Then it was Christmas again. This year, we found our gifts via a treasure hunt. When I finally tracked down the package with my name on it behind my dad’s desk in his office, it was thin and flat - a book. My parents had bought me my own copy of The Doll Book. It might have been the perfect, gentle transition between childhood and adulthood for a girl like me who was caught between the two, not wanting to go back, not sure if she was ready to go forward.
This book would also be the foundation of some of my earliest sales as a doll artist, such as the time when at the age of 15 I came home from a week-long visit with friends to find that my parents had sold one of my costume dolls while I was gone, to one of my dad’s business associates who had turned out to be a doll collector as well. He had seen it displayed on the mantel, asked about it and made an offer. I was so amazed that an adult would pay what seemed like a breathtaking sum for something I had made, that I didn’t even care that my parents had made such a transaction involving one of my possessions without asking me first. (Besides, I got to keep the money.) I knew that if I wanted to, I could make another one.
I finished school, married, started a family, made dolls for my own children, for other family members, for friends; occasionally, selling one. It was only after our youngest son started school that I began treating dollmaking as a business rather than as merely a hobby that sometimes helped finance my arts and crafts habit. I started working with papier-mâché as well as fabric, and in line with skills I had developed as a portrait artist, I began experimenting with dolls designed to look like real people.
When my daughter told me she would be going to the 2011 North American Discworld convention in Madison, Wisconsin, where she was going to personally meet British author Sir Terry Pratchett, I decided to make a doll based on Captain Sam Vimes, a favorite character from the Discworld book series, and send it to him as a gift. Sir Terry had said once that he envisioned this character as resembling actor Pete Postlethwaite. I found pictures of Postlethwaite online, sculpted a papier-mâché head in his image, added a stuffed fabric body and then dressed him according to the descriptions in the book series. I didn’t know if Sir Terry would even accept a gift from a fan. If not, I would have a Sam Vimes doll for myself, or to give away or sell.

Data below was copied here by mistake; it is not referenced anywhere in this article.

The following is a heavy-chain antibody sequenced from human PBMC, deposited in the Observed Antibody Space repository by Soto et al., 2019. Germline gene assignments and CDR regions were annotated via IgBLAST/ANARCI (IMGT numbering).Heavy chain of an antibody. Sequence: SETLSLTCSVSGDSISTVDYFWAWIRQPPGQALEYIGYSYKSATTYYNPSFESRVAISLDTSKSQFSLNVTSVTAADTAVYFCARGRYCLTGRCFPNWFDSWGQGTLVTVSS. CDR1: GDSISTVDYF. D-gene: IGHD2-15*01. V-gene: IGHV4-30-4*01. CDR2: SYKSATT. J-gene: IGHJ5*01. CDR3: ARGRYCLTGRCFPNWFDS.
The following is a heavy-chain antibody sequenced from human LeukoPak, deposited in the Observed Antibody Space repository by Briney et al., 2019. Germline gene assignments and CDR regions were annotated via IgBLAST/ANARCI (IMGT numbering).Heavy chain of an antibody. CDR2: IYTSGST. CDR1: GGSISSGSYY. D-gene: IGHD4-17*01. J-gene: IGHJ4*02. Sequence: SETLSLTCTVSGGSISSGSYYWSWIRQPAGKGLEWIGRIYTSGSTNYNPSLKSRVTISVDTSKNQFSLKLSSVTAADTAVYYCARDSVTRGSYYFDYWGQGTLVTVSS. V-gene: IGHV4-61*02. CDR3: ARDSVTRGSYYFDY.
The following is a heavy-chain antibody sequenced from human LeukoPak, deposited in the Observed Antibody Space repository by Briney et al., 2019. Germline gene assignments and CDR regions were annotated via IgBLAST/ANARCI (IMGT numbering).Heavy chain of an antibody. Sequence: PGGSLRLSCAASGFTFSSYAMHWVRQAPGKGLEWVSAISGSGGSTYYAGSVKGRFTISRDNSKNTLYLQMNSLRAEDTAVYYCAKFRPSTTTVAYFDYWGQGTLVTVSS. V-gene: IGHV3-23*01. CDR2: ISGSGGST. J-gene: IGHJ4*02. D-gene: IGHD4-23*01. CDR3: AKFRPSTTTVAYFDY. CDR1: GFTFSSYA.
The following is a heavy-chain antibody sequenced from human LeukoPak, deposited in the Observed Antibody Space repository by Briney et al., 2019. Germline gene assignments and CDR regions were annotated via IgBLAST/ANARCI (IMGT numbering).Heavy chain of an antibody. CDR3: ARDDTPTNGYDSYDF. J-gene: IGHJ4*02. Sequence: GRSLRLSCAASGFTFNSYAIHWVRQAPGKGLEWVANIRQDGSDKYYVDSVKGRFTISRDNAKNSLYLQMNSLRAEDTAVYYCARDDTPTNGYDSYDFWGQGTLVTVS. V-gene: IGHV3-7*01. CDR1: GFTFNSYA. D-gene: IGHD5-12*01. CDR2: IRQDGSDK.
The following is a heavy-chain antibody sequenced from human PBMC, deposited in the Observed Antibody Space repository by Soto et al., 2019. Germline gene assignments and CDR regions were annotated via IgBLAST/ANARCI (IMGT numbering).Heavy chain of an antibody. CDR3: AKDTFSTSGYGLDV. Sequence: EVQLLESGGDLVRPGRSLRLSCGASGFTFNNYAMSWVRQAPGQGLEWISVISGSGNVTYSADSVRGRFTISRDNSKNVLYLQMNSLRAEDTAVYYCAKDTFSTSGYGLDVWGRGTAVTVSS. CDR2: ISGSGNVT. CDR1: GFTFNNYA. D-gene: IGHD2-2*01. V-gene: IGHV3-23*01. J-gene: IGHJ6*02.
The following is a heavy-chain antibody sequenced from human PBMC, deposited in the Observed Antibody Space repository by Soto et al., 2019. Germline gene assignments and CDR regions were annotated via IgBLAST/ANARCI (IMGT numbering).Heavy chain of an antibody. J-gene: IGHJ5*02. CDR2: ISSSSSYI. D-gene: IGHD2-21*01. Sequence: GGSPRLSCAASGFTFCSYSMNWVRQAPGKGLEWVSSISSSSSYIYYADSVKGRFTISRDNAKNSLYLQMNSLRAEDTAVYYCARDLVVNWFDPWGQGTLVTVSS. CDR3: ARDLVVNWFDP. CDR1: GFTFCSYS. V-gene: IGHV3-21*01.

My daughter returned from the convention to report that Sir Terry had not only received the doll with surprise and pleasure, but immediately (and correctly) identified the character it represented. “It’s Sam Vimes, isn’t it?” he asked as my daughter placed the doll in his arms. “What? It’s for me to keep? Thank you!”
And now it was Christmas again. I unwrapped my gift and gazed at the intricately intertwined, ornamental metal frame my daughter had chosen to frame the little card with Terry Pratchett’s autograph scribbled across it. Sir Terry, by that time already suffering from a rare form of early-onset Alzheimer’s, had signed his name on hundreds of these cards in the weeks before the convention, leaving him more time and energy at the event for his fans. The autographs were for registered convention-goers, but he had taken an extra one off the pile and given it to my daughter for me, to thank me for the Sam Vimes doll. What a gift - something I never would have thought to ask for. Because as much as I like dolls, if there’s anything I enjoy more than a doll nowadays it’s a nice surprise.